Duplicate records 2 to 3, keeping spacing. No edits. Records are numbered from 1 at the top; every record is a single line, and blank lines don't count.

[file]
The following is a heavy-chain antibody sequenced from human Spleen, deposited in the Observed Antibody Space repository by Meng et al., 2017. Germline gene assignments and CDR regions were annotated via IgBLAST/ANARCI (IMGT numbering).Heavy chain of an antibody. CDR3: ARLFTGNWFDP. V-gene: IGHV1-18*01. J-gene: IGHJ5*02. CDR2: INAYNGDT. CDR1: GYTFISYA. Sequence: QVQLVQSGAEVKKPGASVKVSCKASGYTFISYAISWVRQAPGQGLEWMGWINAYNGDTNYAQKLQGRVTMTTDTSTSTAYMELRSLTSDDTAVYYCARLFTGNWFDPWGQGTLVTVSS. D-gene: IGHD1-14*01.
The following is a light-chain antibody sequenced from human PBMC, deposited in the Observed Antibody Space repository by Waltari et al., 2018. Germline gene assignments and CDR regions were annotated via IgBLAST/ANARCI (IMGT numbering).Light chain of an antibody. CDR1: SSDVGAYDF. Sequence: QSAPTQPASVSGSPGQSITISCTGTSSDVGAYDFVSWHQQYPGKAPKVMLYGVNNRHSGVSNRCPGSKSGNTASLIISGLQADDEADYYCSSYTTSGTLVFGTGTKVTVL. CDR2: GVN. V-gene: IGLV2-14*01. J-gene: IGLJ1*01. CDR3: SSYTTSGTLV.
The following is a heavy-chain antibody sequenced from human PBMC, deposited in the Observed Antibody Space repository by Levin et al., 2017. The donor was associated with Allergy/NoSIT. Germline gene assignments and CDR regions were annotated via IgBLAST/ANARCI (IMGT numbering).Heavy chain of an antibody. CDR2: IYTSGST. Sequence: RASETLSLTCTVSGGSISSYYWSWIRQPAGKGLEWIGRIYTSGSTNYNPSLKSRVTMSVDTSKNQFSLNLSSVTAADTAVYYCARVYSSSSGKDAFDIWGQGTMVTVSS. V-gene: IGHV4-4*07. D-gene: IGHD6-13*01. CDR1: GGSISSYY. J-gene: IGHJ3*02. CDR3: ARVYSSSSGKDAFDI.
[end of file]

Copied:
The following is a light-chain antibody sequenced from human PBMC, deposited in the Observed Antibody Space repository by Waltari et al., 2018. Germline gene assignments and CDR regions were annotated via IgBLAST/ANARCI (IMGT numbering).Light chain of an antibody. CDR1: SSDVGAYDF. Sequence: QSAPTQPASVSGSPGQSITISCTGTSSDVGAYDFVSWHQQYPGKAPKVMLYGVNNRHSGVSNRCPGSKSGNTASLIISGLQADDEADYYCSSYTTSGTLVFGTGTKVTVL. CDR2: GVN. V-gene: IGLV2-14*01. J-gene: IGLJ1*01. CDR3: SSYTTSGTLV.
The following is a heavy-chain antibody sequenced from human PBMC, deposited in the Observed Antibody Space repository by Levin et al., 2017. The donor was associated with Allergy/NoSIT. Germline gene assignments and CDR regions were annotated via IgBLAST/ANARCI (IMGT numbering).Heavy chain of an antibody. CDR2: IYTSGST. Sequence: RASETLSLTCTVSGGSISSYYWSWIRQPAGKGLEWIGRIYTSGSTNYNPSLKSRVTMSVDTSKNQFSLNLSSVTAADTAVYYCARVYSSSSGKDAFDIWGQGTMVTVSS. V-gene: IGHV4-4*07. D-gene: IGHD6-13*01. CDR1: GGSISSYY. J-gene: IGHJ3*02. CDR3: ARVYSSSSGKDAFDI.